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Creator Of ‘Mini-Israel’

Creator Of ‘Mini-Israel’

Shlomo Shulsinger, a Jerusalem native who came to the United States with his family as a teenager and became a pioneer in the Hebrew-speaking summer camping field, died Oct. 19 in his hometown after a long illness. He was 92 and was buried on the Mount of Olives.
Mr. Shulsinger — who was known to his campers simply as Shlomo — founded Camp Massad in Far Rockaway, Queens, and developed the day camp into three overnight camps in the Poconos. The camps closed in 1981.
Mr. Shulsinger retired in 1977, returning with his wife, Rivka, to Jerusalem.
Thousands of young Jews attended Camp Massad over some four decades, said Noam Shudofsky, his nephew and former administrator at the Ramaz day school in Manhattan.
Many of the campers and staff members made aliyah or became leaders of the Jewish community in the United States. They included writers Dennis Prager and Rabbi Joseph Telushkin, feminist Blu Greenberg, filmmaker Menachem Golan, Zamir Chorale founder Matthew Lazar, Manhattan rabbis Haskel Lookstein and Balfour Brickner, and Rabbi Ephraim Buchwald, director of the National Jewish Outreach Program.
Rabbi Gerald Skolnik of the Forest Hills Jewish Center in Queens attended Camp Massad for six years. “My love of Israel was enormously shaped by the camp,” said Rabbi Skolnik, who leads a Conservative congregation. “It made me want to go there. It made me want to spend time there. It created a generation of American Jews that loved Israel.”
“It was a place where you could meet people that were not necessarily from the same background as you,” said Lawrence Kobrin, a Massad counselor who became a lawyer and president of Massad Camps.
“One of Massad’s exciting features was its Jewish pluralism and tolerance,” Rabbi Lookstein said. “It was an Orthodox camp but one in which children from Conservative and Reform homes, and even secular homes, could feel comfortable and appreciated.”
Born in the Mea Shearim section of Jerusalem to a family that had come from White Russia in 1870, Mr. Shulsinger moved to Baltimore in 1929 when his father became a fund-raiser for several Jerusalem yeshivas.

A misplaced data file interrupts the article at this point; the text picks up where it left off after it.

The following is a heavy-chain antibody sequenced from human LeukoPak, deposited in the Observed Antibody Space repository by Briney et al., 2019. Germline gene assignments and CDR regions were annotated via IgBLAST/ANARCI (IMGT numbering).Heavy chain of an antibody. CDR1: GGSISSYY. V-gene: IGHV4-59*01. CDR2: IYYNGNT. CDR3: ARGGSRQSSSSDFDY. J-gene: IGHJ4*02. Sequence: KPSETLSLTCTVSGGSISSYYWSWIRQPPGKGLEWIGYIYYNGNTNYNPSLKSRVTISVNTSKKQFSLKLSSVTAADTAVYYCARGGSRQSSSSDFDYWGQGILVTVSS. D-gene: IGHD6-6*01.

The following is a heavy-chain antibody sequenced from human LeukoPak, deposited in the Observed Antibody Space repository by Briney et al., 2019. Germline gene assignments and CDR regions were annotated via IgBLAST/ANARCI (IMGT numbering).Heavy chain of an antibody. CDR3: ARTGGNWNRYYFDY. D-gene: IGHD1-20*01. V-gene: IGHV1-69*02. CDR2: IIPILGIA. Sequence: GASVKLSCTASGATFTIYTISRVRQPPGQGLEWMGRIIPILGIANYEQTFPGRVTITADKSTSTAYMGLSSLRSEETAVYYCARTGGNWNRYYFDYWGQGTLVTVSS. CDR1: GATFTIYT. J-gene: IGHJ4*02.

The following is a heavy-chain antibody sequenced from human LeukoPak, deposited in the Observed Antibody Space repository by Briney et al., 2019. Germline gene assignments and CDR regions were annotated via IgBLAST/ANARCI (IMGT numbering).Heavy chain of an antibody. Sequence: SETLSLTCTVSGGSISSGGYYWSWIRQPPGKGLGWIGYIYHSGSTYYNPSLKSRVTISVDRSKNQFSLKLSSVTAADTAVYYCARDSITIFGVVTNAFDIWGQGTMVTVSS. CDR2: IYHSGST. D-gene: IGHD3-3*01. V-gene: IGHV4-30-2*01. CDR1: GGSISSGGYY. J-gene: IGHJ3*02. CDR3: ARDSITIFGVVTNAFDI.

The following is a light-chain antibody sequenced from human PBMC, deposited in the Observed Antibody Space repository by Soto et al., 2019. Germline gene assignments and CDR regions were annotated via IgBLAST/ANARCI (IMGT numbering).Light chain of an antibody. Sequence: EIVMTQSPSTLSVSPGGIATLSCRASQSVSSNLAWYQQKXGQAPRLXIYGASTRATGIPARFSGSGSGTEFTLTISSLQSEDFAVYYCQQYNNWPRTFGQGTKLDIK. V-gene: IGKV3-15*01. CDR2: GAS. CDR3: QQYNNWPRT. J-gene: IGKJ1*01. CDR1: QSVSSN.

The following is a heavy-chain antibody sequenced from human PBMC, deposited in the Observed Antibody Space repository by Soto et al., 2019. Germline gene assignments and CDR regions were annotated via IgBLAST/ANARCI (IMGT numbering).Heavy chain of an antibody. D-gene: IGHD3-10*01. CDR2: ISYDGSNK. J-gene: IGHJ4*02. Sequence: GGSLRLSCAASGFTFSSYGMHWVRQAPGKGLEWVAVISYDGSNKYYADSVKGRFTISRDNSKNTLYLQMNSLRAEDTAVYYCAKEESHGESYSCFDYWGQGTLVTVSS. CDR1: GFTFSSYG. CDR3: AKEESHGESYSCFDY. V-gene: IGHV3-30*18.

Mr. Shulsinger attended Baltimore’s Hebrew College and taught at the Yeshivah of Flatbush in Brooklyn for a few years before deciding to establish a summer camp where Hebrew was the spoken language.
Mr. Shulsinger envisioned the camp as a place to learn about Judaism instead of just playing sports, as “a mini-Israel within the confines of a summer camp,” Kobrin said.
Camp Massad opened in Far Rockaway in 1941. The original camp came to be called Massad Alef when two other sites, Massad Beth and Massad Gimmel, followed.
Popular with parents who appreciated the camps’ intellectual approach and physical distance, in rural Pennsylvania, from the heat of urban New York and the risk of children contracting such diseases as polio, the camps grew until nearly 1,000 campers attended each summer.
Camp Massad, according to former campers, was the first-such camp where Hebrew was the everyday language.
Rabbi Skolnik recalled the speeches Mr. Shulsinger, who was based at Massad Alef, gave each summer at Massad Beth standing in the center of a packed dining hall.
“He looked like David Ben-Gurion,” Rabbi Skolnik said. Mr. Shulsinger was of average height and favored the Sabra open-collared look. “He was bald in the middle of his head,” and had white tufts on each side, like Israel’s founding prime minister. “He spoke very quietly.
By the 1970s, the camps’ popularity diminished because of a waning birthrate, the availability of summer programs in Israel and competition from other Jewish camps.
Back in Israel after he retired, Mr. Shulsinger remained devoted to the primacy of Hebrew, Shudofsky said. “Anyone who came to see him, till the day he died … no one spoke to him in English.”
In addition to his wife, Mr. Shulsinger is survived by a son, Oded; a daughter, Geulah; and three grandchildren.

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